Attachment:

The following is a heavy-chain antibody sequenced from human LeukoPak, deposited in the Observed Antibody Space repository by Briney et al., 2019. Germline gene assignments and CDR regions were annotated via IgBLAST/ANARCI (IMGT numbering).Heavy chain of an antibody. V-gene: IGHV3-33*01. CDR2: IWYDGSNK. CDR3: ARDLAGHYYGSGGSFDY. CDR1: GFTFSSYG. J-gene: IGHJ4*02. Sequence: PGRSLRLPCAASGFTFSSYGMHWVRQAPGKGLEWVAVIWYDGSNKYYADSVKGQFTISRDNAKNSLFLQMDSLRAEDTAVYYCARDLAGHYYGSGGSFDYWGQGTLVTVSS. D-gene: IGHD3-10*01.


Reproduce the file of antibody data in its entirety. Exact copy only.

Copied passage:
The following is a heavy-chain antibody sequenced from human LeukoPak, deposited in the Observed Antibody Space repository by Briney et al., 2019. Germline gene assignments and CDR regions were annotated via IgBLAST/ANARCI (IMGT numbering).Heavy chain of an antibody. V-gene: IGHV3-33*01. CDR2: IWYDGSNK. CDR3: ARDLAGHYYGSGGSFDY. CDR1: GFTFSSYG. J-gene: IGHJ4*02. Sequence: PGRSLRLPCAASGFTFSSYGMHWVRQAPGKGLEWVAVIWYDGSNKYYADSVKGQFTISRDNAKNSLFLQMDSLRAEDTAVYYCARDLAGHYYGSGGSFDYWGQGTLVTVSS. D-gene: IGHD3-10*01.